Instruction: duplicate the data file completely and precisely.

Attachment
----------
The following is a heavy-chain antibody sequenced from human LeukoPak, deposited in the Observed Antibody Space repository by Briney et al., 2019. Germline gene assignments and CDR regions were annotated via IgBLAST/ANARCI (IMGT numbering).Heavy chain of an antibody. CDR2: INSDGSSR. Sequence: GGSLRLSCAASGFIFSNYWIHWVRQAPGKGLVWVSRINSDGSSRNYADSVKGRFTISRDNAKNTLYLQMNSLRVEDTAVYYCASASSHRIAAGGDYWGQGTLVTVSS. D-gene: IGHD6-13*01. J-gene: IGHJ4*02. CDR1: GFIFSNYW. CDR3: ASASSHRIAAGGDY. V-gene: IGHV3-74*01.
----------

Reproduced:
The following is a heavy-chain antibody sequenced from human LeukoPak, deposited in the Observed Antibody Space repository by Briney et al., 2019. Germline gene assignments and CDR regions were annotated via IgBLAST/ANARCI (IMGT numbering).Heavy chain of an antibody. CDR2: INSDGSSR. Sequence: GGSLRLSCAASGFIFSNYWIHWVRQAPGKGLVWVSRINSDGSSRNYADSVKGRFTISRDNAKNTLYLQMNSLRVEDTAVYYCASASSHRIAAGGDYWGQGTLVTVSS. D-gene: IGHD6-13*01. J-gene: IGHJ4*02. CDR1: GFIFSNYW. CDR3: ASASSHRIAAGGDY. V-gene: IGHV3-74*01.